He held the photograph out towards me and I found myself looking at the face of a girl with a broad forehead, high cheekbones and a friendly smile. Her auburn hair fell to her shoulders and gleamed where it caught the light. Something in her expression, in the way she held her head reminded me that Jan Tu
č
ek had not always looked tired and drawn. “Her mother was Italian,” he said. “From Venice.”

So the hair was real titian. “She's very beautiful,” I said.

He laughed. “The photographer has been kind to her, I think. You cannot see the freckles.”

It didn't matter to me whether she had freckles or not. It wasn't the face so much as the person behind the face that was beautiful. Something about the expression of the eyes, the curve of the mouth, the defiant tilt of the chin seemed to reach out to me from the plain silver frame. It was the face of a girl who possessed sympathy and understanding—and something else; self-reliance, an ability to stand on her own feet. Somehow, in my loneliness, I felt the expression on her face was something that touched me personally through my old friendship with her father.

Tu
č
ek put the photograph down again. “Fortunately she play table tennis very well.” The way he said it, the words seemed to carry a message, and again, for a moment, I was conscious of the resemblance between his face and the face in the photograph.

“I'm sorry I shan't see her,” I said.

“Perhaps you will—in Milan.” Again his words seemed to carry additional meaning. Then, as though he were afraid I might make some comment, he glanced at his watch and pushed back his chair. “I am sorry. I have a conference now. I will send you to the head of our retooling section. Also I will ring him so that he know who you are. I have no doubt there are things we need that you have.”

I got up. “Perhaps we could meet—” I began. But something in his eyes stopped me.

“I am sorry. I am a very busy man.” He came round the big, ornate desk and shook my hand. “It has been good to see you again.” As I turned to go his hand was on my arm and he took me to the door. “Tell me. Do you hear anything of Maxwell these days?”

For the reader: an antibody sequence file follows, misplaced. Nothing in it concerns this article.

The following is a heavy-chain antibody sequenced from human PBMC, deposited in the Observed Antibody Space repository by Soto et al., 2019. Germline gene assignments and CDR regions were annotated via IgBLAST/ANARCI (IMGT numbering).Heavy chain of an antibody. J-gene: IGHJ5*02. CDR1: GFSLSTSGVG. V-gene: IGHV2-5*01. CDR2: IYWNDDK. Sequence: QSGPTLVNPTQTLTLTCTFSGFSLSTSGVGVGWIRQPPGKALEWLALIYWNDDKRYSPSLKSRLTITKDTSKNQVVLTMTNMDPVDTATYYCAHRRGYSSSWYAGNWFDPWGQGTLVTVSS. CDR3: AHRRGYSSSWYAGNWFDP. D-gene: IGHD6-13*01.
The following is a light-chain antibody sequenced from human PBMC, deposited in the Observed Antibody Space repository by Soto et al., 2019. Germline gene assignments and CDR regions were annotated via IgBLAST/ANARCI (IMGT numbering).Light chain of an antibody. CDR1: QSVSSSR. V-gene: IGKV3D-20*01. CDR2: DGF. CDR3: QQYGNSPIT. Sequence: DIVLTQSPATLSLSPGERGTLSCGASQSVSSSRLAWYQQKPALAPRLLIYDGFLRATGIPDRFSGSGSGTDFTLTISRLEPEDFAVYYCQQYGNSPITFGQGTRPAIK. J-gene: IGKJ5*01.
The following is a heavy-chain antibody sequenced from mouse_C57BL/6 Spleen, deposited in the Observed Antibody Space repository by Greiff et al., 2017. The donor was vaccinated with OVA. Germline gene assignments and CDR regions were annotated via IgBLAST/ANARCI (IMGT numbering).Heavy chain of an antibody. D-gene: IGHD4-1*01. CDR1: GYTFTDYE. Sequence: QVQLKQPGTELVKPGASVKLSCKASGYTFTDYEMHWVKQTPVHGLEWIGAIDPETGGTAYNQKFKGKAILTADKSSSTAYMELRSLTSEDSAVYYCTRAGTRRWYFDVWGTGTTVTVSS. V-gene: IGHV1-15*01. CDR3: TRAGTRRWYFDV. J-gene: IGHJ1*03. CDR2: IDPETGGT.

“Maxwell?” I started, wondering why the devil he had to talk to me about Maxwell. “No,” I said. “No. I haven't seen him since I left Italy.”

He nodded. “He is here in Pilsen. If you should see him tell him—” He seemed to hesitate for the message and then, so softly that I could hardly catch it, he whispered, “
Saturday night.
” Then aloud he said, “Tell him—I shall always remember the times we had at Biggin Hill.” He opened the door for me, called to his secretary and told her to take me to
pan
Mari
č
. “Good-bye,” he said. “I will telephone him that you are coming.” And he closed the heavy door.

My interview with Mari
č
lasted nearly an hour. I was conscious of a view of one of the blast furnaces through tall, smoke-grimed windows and of alert eyes peering shortsightedly through thick-lensed, rimless glasses at my specifications. Of the details of the conversation I remember nothing. It was mostly technical. We were alone and we talked in English. I remember I answered many of his questions quite automatically, my mind going over and over again my interview with Jan Tu
č
ek. Why had he wanted to come
and see me late one night? Why had he given me that message to Maxwell? I felt as though I had touched the fringe of something that could only: exist on this side of the Iron Curtain.

My interview with Mari
č
finished shortly after four. He informed me that he would examine certain of the specifications with his technical experts and telephone me to-morrow. Then he rang for his assistant and ordered him to call one of the factory cars. As I got to my feet and pushed my papers back into my brief case, he said, “Have you known
pan
Tu
č
ek long, Mr. Farrell?”

I explained.

He nodded, and then with a quick glance at the door which was shut, he said in a low voice, “It is terrible for him. He is a fine man and he did great service to this country in 1939 when he fly to England with the blueprints of all new armament work in progress here including the Bren gun modifications. His wife is murdered. His father, old Ludvik Tu
č
ek, die in a concentration camp. Then, after the war, he come back and reorganise the Tu
č
kovy ocelárny—that is to say the works here. He work like a man with a devil inside of himself, all day, every day, to make it what it is before the Germans come. And now—” He shrugged his shoulders.

“He looks very tired,” I said.

Mari
č
peered at me through his glasses. “We are all very tired,” he said quietly. “Twice in a lifetime—it is hard to have to fight twice. You understand? It is the spirit who become tired, Mr. Farrell. Perhaps one day—” He stopped then as his assistant came in to say the car was waiting. He shook my hand. “I will telephone you to-morrow,” he said.

Outside clouds had obliterated the spring sunshine and the huge steelworks belched smoke into a grey sky. I got into the waiting car and was driven out through the gates into grey, brick-lined streets.

Back in the hotel I made a few telephone calls and then had some tea brought up to my room and did some work.
I'd been behind with it ever since I'd started on the trip. I had covered Scandinavia and Central Europe, constantly adjusting my mind to different atmospheres, different languages and I felt tired. It was difficult to concentrate. And though I stayed in my room till past six, I got very little work done. My mind kept running over my interview with Jan Tu
č
ek, and always it came back to that message to Maxwell.
Tell him—Saturday night
. What was Max doing in Pilsen? Why was Tu
č
ek so sure I should see him?

BOOK: The Angry Mountain
10.49Mb size Format: txt, pdf, ePub
ads